Prof. Muhly asked if a committee has a limited number of pages and yet is expected to specific questions, whether the report would leave allow sufficient room to cover questions of interest to the faculty members? Prof. Mangum asked whether the questionnaire would allow the flexibility of written responses? Vice Provost Sims said these questions would be left up to the faculty members on the committed that will design the questionnaire. Prof. Porter observed that when he served on a review of the College of Medicine, designing the survey took an enormous amount of time because the committee entered the process without sufficient background information. He therefore feared that designing a survey instrument would not streamline process. Second, if the intent is to streamline the process, why decouple the reviews, he asked? Vice Provost Sims reminded Council that the collegiate and dean reviews already use two committees.
Several Council members reiterated Prof. Carlson's concern that the productive aspects of self-study might be lost in a leaner procedure and that the new process offers fewer opportunities for faculty involvement. Prof. Colvin suggested that the chief associate dean's role as chair of the self-study in the collegiate review might be filled by a faculty member. Prof. Carlson said that he still likes the present description of collegiate reviews with its specific list of major areas to be studied. Pres. Colvin argued for advantages of a stream-lined review, noting that reviewers tend to become more thoughtful and focused when forced to be more succinct. Prof. Liddell urged that if we expect faculty members to volunteer for review committees and the reviews will occur more frequently, we should provide incentives to overcome reasonable resistance. Associate Provost Clark replied that the reviews will occur every five years instead of every seven so that the workload should not increase drastically. Prof. Porter resisted time limits on the self-study part of the process. Finally, Prof. Milavetz asked, given the divergent points of view, how Council members should communicate their suggestions to the Provost? Councilors were encouraged to send suggestions to Provost Whitmore by e-mail as soon as possible.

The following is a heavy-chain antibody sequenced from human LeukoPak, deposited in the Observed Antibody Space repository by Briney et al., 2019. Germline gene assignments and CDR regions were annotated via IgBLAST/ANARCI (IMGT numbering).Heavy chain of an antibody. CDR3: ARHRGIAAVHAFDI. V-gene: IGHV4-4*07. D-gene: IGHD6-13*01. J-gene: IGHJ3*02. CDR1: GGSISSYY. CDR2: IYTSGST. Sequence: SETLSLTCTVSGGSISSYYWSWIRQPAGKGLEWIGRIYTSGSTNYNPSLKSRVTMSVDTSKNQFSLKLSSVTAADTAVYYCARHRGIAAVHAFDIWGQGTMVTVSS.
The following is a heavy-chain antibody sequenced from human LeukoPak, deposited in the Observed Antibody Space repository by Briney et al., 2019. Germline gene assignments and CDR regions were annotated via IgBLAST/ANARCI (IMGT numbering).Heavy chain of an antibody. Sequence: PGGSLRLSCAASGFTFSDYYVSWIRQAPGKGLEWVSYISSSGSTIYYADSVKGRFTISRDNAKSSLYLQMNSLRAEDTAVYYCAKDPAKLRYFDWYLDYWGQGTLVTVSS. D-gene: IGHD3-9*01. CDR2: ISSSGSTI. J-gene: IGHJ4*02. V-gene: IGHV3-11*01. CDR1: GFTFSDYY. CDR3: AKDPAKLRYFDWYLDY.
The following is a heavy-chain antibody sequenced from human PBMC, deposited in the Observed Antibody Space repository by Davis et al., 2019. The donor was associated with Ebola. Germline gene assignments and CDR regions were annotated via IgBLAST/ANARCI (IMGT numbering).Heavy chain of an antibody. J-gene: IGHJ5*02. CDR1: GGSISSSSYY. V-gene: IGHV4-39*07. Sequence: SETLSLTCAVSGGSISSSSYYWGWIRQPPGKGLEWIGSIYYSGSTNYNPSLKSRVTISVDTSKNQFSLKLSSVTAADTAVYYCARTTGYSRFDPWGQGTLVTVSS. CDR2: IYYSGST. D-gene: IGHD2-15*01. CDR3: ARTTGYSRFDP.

President Colvin concluded by suggesting that at the next meeting we consider whether we are willing to endorse either or both of the new procedures at least as pilot programs for next year.
President Colvin then asked Councilors for a quick update on their constituents' responses to the proposed revision of the Unacceptable Performance of Duty policy. While several Councilors had not yet met with their departments, others reported that most of the responses they were receiving supported adopting the proposed UPOD policy rather than keeping the current Unfitness Policy.
President Colvin adjourned the executive session at 5:40 p.m.
Next Council meeting: Tuesday, April 10, 2001 (Northwestern Room #345).